Accused Pentagon leaker should be held before trial, DOJ argues
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The Justice Department argued Wednesday night that accused Pentagon leaker Jack Teixeira must remain in detention before he is tried on charges related to his alleged unlawful retention and transmission of national defense and classified documents.
In a detention memo filed with the U.S. District Court in Massachusetts, prosecutors presented several reasons the 21-year-old member of the Air National Guard should not be released to the custody of his father before his trial. He has a detention hearing scheduled for Thursday.
The Justice Department noted in the memo that Teixeira faces 25 year in prison and “potentially far more,” hinting that he may face more charges. The lengthy potential maximum sentence could make him a significant flight risk, prosecutors argue, and the value of the information he obtained — as well as his low current net worth of about $19,000 — could make him vulnerable to offers from countries unfriendly to the U.S.
“He accessed and may still have access to a trove of classified information that would be of tremendous value to hostile nation states that could offer him safe harbor and attempt to facilitate his escape from the United States,” the memo said.
The Justice Department warned that if released, Teixeira could pose an even greater threat now that his identity is known. “Those same adversaries have every incentive to contact the Defendant, to seek additional information he may have physical access to or knowledge of, and to provide him with the means to help him flee the country in return for that information.”
Investigators say they found evidence that Teixeira attempted to thwart the investigation into his alleged leaks; included in the prosecutors’ memo are samples of over 40,000 messages they say Teixeira sent on the instant messaging and social platform Discord — many about the allegedly leaked documents.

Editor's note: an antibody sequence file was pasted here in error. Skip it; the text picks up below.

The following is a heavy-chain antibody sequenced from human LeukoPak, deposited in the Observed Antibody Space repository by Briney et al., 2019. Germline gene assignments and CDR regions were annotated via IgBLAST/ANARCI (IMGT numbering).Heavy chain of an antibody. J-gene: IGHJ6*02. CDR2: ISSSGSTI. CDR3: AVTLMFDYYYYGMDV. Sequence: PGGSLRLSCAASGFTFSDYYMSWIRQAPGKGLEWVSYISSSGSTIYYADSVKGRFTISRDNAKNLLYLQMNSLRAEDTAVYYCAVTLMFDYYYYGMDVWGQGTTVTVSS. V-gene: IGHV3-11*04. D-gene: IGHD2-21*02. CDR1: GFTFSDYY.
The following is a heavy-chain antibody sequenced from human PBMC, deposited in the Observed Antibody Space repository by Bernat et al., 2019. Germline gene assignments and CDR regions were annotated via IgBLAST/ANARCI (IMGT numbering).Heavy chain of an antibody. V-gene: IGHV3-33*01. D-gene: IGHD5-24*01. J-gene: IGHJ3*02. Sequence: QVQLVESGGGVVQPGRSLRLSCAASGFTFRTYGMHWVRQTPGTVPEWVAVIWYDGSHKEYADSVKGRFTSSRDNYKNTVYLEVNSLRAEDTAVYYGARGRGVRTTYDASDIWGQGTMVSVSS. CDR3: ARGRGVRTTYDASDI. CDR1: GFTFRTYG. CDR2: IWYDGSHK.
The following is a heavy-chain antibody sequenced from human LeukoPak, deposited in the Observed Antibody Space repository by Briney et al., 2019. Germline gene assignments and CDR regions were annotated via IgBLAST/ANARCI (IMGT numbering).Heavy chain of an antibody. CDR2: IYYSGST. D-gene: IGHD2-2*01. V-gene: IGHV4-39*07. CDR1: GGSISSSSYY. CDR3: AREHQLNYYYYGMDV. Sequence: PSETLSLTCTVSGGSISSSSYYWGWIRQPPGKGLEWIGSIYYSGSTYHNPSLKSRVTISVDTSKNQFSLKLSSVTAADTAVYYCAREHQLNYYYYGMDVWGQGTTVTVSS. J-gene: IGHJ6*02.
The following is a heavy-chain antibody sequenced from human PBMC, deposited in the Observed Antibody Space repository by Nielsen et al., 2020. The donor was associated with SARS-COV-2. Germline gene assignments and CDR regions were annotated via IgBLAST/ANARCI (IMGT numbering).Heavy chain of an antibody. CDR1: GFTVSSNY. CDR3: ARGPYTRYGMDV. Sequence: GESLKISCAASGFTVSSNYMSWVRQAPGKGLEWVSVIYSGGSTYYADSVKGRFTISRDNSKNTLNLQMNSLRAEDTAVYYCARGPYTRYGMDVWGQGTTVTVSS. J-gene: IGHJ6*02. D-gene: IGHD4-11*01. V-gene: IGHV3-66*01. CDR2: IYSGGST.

In March, he offered information to users in his group on Discord, according to a chat found by investigators.
Investigators also captured conversations that showed Teixeira instructing others in the Discord group to “delete all messages.”
“[i]f anyone comes looking, don’t tell them sh**,” he allegedly wrote to one user. And he told another, “Try to delete all my messages in civil discussions.” He came up with one plan to have a Discord user invite him to a chat and then ban Teixeira and use the “option to delete all my messages.” The user informed him, “it only goes to past 7 days.” Teixeira responded with a profanity.
Investigators say when they arrived at his mother’s home earlier this month, they found a tablet, laptop and XBox smashed in his trash. Also at the house, the FBI found a gun locker where multiple weapons, including handguns, rifles, shotguns and high-capacity weapons were stored “two feet” from his bed, the filing says.
Teixeira was suspended from high school in 2018 after a classmate heard him talking about weapons and Molotov cocktails. He claimed they were references to a video game but when he applied for a firearms identification that same year, he was rejected because of those remarks. He applied again in 2019 and was again denied the permit. In 2020, he argued that the position of trust he held with the U.S. government qualified him to possess a gun.
Teixeira also allegedly posted violent rhetoric online. The detention memo notes that last November, he wrote that if he had his way, he would “kill a [expletive] ton of people” because it would be “culling the weak minded.”
Earlier this year, in February, he allegedly told a user that he was tempted to make a type of minivan into an “assassination van.”
In July 2022, using his government computer, investigators say he searched numerous terms associated with mass shooting, including “uvalde.”
According to the government’s memo, beginning in February 2022, Teixeira had access to “hundreds of classified documents containing national defense information that had no bearing on his role as essentially an information technology (“IT”) support specialist.”
In the Discord group, investigators say, he acknowledged on multiple occasions that he posted classified material and even asked other members what they wanted him to post.
In March, he allegedly told the group he would no longer share classified materials and in April, he reemerged with a different username, encouraging others to delete messages.
The filing also contains numerous agreements Teixiera signed about his job at the Air National Guard, FBI affidavits, and pictures of his room.
Earlier on Wednesday, the Air Force said it had temporarily suspended two leaders of the unit where Teixeira worked.